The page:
With all the hands-free dispenser designs cropping up out there, the maker world could potentially be headed for an Arduino shortage. We say that in jest, but it’s far too easy to use an Arduino to prototype a design and then just leave it there doing all the work, even if you know going in that it’s overkill.
[ASCAS] took up the challenge and built a cheap and simple dispenser that relies on recycled parts and essential electronics. It uses an IR proximity sensor module to detect dirty digits, and a small submersible pump to push isopropyl alcohol, sanitizer, or soap up to your hovering hand. The power comes from a sacrificial USB cable and is switched through a transistor, so it could be plugged into the wall or a portable power pack.
We admire the amount of reuse in this project, especially the nozzle-narrowing ballpoint pen piece. Be sure to check out the build video after the break.
Hopefully, you’re all still washing your hands for the prescribed 20 seconds. If you’re starting to slip, why not build a digital hourglass and watch the pixels disappear?
Continue reading “An Arduino-Free Automatic Alcohol Administrator”
We don’t know about you, but we’re pretty tired of singing two rounds of “Happy Birthday” or counting Mississippi to 20 each time we wash our hands. It’s difficult to do it without thinking about the reason why, and that’s not good for positivity. If you’d rather have your spirits lifted every time you hit the sink, you need a better soundtrack.
[Deeplocal] made a soap dispenser that gathers one of your top 20 tunes from Spotify and plays it for 20 seconds while you lather. The best part is that the songs don’t start at 0:00 — the code is written to use the preview clip of each one, so you get the algorithmically-determined best part.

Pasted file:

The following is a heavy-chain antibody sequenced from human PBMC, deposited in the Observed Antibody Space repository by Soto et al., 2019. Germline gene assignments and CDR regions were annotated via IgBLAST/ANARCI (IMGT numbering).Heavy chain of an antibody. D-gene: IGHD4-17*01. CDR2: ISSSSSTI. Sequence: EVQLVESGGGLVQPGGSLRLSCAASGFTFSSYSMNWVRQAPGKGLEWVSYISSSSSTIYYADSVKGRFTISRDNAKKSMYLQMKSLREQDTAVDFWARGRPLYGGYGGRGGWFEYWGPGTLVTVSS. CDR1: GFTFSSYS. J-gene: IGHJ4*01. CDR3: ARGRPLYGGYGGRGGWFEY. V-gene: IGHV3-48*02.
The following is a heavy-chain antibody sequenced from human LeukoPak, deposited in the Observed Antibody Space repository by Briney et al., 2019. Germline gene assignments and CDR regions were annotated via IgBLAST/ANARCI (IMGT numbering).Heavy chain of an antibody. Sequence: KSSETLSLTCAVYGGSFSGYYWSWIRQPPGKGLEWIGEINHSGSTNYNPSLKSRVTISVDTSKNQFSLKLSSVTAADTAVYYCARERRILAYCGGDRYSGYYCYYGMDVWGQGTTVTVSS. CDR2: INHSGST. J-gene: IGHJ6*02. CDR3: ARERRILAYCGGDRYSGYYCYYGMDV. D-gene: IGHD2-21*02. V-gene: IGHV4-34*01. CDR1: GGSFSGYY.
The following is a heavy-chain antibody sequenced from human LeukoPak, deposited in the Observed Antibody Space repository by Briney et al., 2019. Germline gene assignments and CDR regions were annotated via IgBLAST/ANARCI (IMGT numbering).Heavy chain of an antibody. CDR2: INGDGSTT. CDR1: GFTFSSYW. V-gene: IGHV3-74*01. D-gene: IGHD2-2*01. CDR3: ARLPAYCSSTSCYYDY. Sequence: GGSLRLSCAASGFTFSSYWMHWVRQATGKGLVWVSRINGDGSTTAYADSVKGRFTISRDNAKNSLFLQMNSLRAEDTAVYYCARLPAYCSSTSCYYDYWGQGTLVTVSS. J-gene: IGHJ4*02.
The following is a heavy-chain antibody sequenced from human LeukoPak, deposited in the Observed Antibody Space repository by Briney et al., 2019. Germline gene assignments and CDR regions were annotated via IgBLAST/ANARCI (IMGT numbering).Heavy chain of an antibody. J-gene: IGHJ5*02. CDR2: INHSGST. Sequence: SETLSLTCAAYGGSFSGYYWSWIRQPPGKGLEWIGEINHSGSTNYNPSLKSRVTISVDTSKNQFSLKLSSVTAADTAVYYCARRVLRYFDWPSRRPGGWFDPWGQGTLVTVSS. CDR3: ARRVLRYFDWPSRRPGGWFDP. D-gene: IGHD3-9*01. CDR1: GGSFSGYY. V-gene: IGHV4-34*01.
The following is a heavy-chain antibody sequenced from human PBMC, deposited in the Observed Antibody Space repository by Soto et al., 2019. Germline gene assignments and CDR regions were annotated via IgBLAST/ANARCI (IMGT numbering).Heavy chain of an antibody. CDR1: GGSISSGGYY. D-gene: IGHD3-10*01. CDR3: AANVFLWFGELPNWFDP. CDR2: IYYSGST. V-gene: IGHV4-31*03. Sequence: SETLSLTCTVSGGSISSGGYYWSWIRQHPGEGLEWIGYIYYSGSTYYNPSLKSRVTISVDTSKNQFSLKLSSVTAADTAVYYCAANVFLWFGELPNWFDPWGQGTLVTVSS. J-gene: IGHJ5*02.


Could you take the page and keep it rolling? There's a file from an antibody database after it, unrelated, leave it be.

Scrubber is a pretty simple build that uses a Raspberry Pi Zero W and a speaker bonnet powered by a LiPo, but we dig it just the same. The switch is adaptable to pretty much any soap dispenser — just stick two pieces of copper tape where they’ll make contact when the pump is pushed down, and solder wires to them. Check out the demo after the break.
We’ve often wondered how much more water we’re using with all the increased hand-washing out there. Adjusting to this apocalypse is arduous for all of us, but the environment is still a concern, so try to remember to turn the water off while you’re not using it. Is anyone out there working on an easy way to adapt home faucets to add motion or foot control? Because that would be awesome right about now.
The nice thing about Scrubber is that you can focus on washing your hands and doing so properly. If you’d rather watch a digital hourglass to pass the time, light up your lockdown lavatory lifestyle with LEDs.
Continue reading “Rock Out While You Knock Out Germs”
Due to social distancing, gym rats throughout the world are turning everyday objects into exercise equipment to keep up the routine without actually hitting the gym. A particularly pleasing version of this are these concrete dumbbells whipped up by the unfortunately named hacker [ShitnamiTidalWave].
If you happen to have half a bag of concrete — quick set or otherwise — out in the shed you can follow the lead on this one. But even if you’re not the kind of person who has “arm day” on your calendar (most of us here in the Hackaday bunker do not) this hack is still worth your time. Mold making is one of the uber-useful skills you should have in your hacker toolkit and [ShitnamiTidalWave] has done both an excellent job of building a mold, and of explaining the process.
Raw material for this one couldn’t be easier; each mold is made out of plywood, 2×4 stud, and nails, along with handles made of 3/4″ PVC pipe. The studs were ripped down and used to create the 45 degree chamfers at each edge. Mold-making veterans will tell you that release agent is a must and in this case rubbing the insides of the molds with wax made it a snap to pry the wooden forms off of the set concrete.
Concrete has a tendency to crack as it cures so if you’re casting large pieces like this touch-sensitive concrete countertop you might want to throw in some fiber reinforcement to the mix. If you’re keen on seeing some of the more impressive mold-making skills at work, check out how metal parts are cast from 3D-printed molds and how a master duplicates parts using silicone molds.